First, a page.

Background & aims: Ezrin-radixin-moesin proteins are cross-linkers between the plasma membrane and actin filaments. Radixin, the dominant ezrin-radixin-moesin protein in hepatocytes, has been reported to selectively tether multidrug-resistance-associated protein 2 to the apical canalicular membrane. However, it remains to be determined if this is its primary function.
Methods: An adenovirus-mediated short interfering RNA (siRNA) was used to down-regulate radixin expression in collagen sandwich-cultured rat hepatocytes and morphologic and functional changes were characterized quantitatively.
Results: In control cultures, an extensive bile canalicular network developed with properly localized apical and basolateral transporters that provided for functional excretion of fluorescent cholephiles into the bile canalicular lumina. siRNA-induced suppression of radixin was associated with a marked reduction in the canalicular membrane structure as observed by differential interference contrast microscopy and F-actin staining, in contrast to control cells exposed to adenovirus encoding scrambled siRNA. Indirect immunofluorescence showed that apical transporters (multidrug-resistance-associated protein 2, bile salt export pump, and multidrug-resistance protein 1) dissociated from their normal location at the apical membrane and were found largely associated with Rab11-containing endosomes. Localization of the basolateral membrane transporter, organic anion transporting polypeptide 2 (Oatp2), was not affected. Consistent with this dislocation of apical transporters, the biliary excretion of glutathione-methylfluorescein and cholylglycylamido-fluorescein was decreased significantly in the radixin-deficient cells, but not in the control siRNA cells.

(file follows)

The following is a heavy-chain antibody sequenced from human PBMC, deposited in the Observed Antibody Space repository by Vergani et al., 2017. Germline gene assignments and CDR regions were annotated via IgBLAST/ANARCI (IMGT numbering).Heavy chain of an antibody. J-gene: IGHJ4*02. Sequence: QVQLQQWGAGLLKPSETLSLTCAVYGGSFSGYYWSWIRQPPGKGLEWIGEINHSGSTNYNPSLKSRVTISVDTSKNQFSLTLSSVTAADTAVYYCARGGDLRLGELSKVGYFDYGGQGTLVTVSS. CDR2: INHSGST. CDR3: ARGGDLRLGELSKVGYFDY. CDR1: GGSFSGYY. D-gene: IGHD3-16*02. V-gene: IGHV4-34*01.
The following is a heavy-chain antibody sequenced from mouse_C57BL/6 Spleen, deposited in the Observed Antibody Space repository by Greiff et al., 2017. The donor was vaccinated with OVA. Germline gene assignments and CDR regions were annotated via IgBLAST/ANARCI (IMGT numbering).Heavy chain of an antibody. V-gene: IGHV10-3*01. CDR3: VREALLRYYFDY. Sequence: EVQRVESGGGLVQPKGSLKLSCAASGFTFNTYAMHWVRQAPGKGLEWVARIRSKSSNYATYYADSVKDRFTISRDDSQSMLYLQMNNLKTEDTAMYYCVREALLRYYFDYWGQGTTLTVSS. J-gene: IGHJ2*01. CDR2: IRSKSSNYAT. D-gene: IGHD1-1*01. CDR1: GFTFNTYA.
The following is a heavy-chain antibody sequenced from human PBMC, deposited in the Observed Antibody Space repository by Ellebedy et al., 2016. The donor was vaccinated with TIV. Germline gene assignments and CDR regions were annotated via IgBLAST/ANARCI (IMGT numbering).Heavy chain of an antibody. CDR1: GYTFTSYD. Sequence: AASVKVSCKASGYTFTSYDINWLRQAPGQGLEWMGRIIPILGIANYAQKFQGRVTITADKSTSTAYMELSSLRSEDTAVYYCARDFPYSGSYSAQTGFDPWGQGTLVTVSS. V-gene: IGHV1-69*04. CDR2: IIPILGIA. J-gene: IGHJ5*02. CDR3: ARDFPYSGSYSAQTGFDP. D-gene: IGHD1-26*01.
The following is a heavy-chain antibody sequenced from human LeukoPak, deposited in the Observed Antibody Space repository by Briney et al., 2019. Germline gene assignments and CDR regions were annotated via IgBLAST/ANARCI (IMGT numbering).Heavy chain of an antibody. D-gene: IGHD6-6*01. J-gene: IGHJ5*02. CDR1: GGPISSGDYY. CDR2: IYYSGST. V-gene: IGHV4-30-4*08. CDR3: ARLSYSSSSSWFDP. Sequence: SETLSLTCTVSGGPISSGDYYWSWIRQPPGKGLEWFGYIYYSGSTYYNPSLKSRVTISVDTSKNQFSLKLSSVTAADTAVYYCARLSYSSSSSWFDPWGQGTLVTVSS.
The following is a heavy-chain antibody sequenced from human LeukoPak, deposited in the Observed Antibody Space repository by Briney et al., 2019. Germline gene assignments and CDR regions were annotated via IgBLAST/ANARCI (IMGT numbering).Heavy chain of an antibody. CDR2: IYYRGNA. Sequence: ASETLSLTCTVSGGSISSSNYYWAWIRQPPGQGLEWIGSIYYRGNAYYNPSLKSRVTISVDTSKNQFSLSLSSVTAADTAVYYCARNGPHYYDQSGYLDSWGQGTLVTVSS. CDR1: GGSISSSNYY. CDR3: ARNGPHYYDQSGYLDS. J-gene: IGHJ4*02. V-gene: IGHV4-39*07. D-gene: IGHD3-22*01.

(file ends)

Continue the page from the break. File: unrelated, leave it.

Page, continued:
Conclusions: Radixin is essential for maintaining the polarized targeting and/or retaining of canalicular membrane transporters and is a critical determinant of the overall structure and function of the apical membrane of hepatocytes.